Sichel=E2=80=99s analysis is important, because we must set realistic = expectations=20 for the ability of IT to foster productivity and economic growth. It is = equally=20 important, however, to remember that even if Sichel=E2=80=99s estimates = are accurate,=20 the glass is not empty. With recent GDP growth in the U.S. around 2% and = total=20 productivity growth currently just above 1%, a 0.2% contribution of IT = to=20 economic growth would be nothing to sneeze at. The continuing = improvement in the=20 cost/performance ratio of IT is unprecedented, and as a result it is = hard to=20 point at any other single technology that has a comparable impact on=20 productivity growth.

The real picture, however, is likely to be brighter than that painted = in the=20 book. For example, Sichel does not measure directly the contribution of = IT to=20 growth, but he infers it by assuming that the net return of computers is = similar=20 to that for other capital, around 12% annually. Econometric studies at = the firm=20 level suggest that marginal net returns to IT capital investments = may be=20 twice as high as this, and, since the ability of firms to deploy IT is = limited=20 by the availability of complementary factors such as IS labor, their = average=20 returns may be even higher.

Most important, Sichel=E2=80=99s approach may be too narrow. What is = exciting about=20 information technology is not its ability to substitute for other = capital, but=20 its ability to restructure every aspect of business, in the process = creating new=20 types of markets and organizations. Unfortunately Sichel=E2=80=99s = analysis is not=20 capable of capturing these higher-order impacts. Nevertheless, as long = as his=20 findings are kept in perspective, Sichel deserves credit for = contributing an=20 interesting argument and a rigorous methodology to our understanding of = how=20 information technology affects productivity and economic growth.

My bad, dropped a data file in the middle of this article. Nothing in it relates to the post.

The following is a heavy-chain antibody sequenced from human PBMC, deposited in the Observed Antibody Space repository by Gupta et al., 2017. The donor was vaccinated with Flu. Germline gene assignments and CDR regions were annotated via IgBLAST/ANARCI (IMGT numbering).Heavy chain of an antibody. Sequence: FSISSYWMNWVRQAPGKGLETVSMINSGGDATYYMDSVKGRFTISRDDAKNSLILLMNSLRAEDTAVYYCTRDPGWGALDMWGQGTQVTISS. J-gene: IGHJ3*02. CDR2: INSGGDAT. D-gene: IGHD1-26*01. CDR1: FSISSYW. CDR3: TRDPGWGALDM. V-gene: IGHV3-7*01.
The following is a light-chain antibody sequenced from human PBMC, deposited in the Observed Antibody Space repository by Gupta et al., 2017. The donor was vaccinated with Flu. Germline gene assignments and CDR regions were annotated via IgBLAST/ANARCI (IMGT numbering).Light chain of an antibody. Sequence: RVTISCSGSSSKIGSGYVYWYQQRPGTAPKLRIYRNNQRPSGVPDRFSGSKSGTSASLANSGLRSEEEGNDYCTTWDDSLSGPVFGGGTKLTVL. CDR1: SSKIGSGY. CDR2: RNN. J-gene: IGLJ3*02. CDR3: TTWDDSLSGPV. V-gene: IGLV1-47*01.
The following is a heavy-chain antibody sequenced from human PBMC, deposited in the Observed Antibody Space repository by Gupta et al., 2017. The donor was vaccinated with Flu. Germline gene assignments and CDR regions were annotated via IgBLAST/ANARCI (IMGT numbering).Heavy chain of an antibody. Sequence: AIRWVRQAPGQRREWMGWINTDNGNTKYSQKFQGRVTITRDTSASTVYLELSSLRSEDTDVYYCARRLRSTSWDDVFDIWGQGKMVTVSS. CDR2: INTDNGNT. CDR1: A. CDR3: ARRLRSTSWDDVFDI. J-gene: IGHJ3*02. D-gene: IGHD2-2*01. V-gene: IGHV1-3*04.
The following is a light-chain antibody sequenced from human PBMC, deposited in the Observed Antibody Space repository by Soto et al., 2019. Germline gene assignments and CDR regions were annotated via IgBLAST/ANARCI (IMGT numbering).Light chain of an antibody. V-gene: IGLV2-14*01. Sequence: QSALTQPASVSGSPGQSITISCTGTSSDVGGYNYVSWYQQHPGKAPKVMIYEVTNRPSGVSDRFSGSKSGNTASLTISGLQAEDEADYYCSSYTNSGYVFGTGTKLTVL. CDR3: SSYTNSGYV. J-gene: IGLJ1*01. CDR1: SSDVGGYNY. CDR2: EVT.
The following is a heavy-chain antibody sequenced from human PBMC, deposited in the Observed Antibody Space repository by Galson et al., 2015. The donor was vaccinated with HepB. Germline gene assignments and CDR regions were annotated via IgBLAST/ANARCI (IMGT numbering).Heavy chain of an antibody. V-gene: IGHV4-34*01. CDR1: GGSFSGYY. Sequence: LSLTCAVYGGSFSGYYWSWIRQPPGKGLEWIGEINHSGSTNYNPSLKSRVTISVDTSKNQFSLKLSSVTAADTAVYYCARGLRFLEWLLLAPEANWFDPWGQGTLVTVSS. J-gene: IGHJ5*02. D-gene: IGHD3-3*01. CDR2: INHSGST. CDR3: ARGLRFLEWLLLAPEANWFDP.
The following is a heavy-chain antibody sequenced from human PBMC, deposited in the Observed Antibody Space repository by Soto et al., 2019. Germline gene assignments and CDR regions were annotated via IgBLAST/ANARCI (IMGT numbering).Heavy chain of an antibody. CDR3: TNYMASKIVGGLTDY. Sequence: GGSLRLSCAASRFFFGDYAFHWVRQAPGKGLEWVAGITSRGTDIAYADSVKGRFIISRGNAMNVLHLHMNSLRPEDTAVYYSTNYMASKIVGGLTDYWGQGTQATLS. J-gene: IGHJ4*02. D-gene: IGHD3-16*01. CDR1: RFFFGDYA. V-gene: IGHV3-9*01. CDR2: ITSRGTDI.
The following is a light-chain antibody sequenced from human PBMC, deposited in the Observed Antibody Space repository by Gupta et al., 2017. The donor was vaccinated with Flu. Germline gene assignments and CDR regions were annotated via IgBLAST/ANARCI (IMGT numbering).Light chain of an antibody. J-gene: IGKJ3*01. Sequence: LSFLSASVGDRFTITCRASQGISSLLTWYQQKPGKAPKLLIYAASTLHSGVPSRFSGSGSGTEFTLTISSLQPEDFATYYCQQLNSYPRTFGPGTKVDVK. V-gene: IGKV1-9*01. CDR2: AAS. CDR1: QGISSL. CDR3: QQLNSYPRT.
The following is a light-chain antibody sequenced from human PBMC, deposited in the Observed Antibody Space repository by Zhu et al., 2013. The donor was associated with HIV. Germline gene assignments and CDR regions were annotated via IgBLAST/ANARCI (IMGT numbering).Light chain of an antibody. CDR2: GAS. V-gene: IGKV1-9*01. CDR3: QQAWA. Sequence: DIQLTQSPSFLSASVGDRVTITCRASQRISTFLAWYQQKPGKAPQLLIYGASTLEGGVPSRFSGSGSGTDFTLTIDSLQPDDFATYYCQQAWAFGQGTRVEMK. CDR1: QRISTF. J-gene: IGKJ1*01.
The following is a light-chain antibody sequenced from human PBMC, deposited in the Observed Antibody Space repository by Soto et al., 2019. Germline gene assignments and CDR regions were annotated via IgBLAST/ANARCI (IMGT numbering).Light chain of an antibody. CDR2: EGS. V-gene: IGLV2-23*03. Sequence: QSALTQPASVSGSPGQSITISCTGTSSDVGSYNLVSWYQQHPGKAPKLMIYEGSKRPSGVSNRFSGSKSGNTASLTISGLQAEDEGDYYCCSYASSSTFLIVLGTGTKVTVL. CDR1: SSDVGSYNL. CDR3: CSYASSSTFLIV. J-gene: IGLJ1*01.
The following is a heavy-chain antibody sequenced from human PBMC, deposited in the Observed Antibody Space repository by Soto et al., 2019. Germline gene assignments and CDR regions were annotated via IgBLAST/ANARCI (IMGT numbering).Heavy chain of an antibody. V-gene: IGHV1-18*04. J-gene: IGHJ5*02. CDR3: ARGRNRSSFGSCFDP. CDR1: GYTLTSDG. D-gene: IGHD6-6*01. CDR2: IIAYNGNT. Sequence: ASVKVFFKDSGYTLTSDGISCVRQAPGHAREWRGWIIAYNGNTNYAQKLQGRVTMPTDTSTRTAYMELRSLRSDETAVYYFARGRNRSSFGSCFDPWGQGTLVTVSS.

Baily, M. and R. Gordon, "The Productivity Slowdown, = Measurement=20 Issues, and the Explosion of Computer Power," Brookings Papers on = Economic=20 Activity, 2, 1988, pp. 347-431.

Brynjolfsson, E. and L. Hitt, "Information Technology = as a=20 Factor of Production", Economics of Innovation and New = Technology, 3,=20 185-200, (1995).

Brynjolfsson, E. and L. Hitt, "Paradox Lost? = Firm-level Evidence=20 on the Returns to Information Systems Spending", Management = Science,=20 April, 42, (1996) p.541.

David, P. A. "The Dynamo and the Computer: An = Historical=20 Perspective on the Modern Productivity Paradox," The American = Economic Review=20 Papers and Proceedings, May 1990, pp. 355-61.

Griliches, Zvi. "Productivity, R&D, and the Data=20 Constraint," The American Economic Review, March 1994, pp.=20 1-23.

Lichtenberg, F. R., "The Output Contributions of = Computer=20 Equipment and Personal: A Firm-Level Analysis", Economics of = Innovation and=20 New Technology, 3 201-217, (1995).

Oliner, S. D., and D. E. Sichel, "Computers and Output = Growth=20 Revisited: How Big Is the Puzzle?" Brookings Papers on Economic = Activity,=20 2, 1994, pp. 273-334.

Roach, S. S. Technology Imperatives. Morgan = Stanley, New=20 York, 1992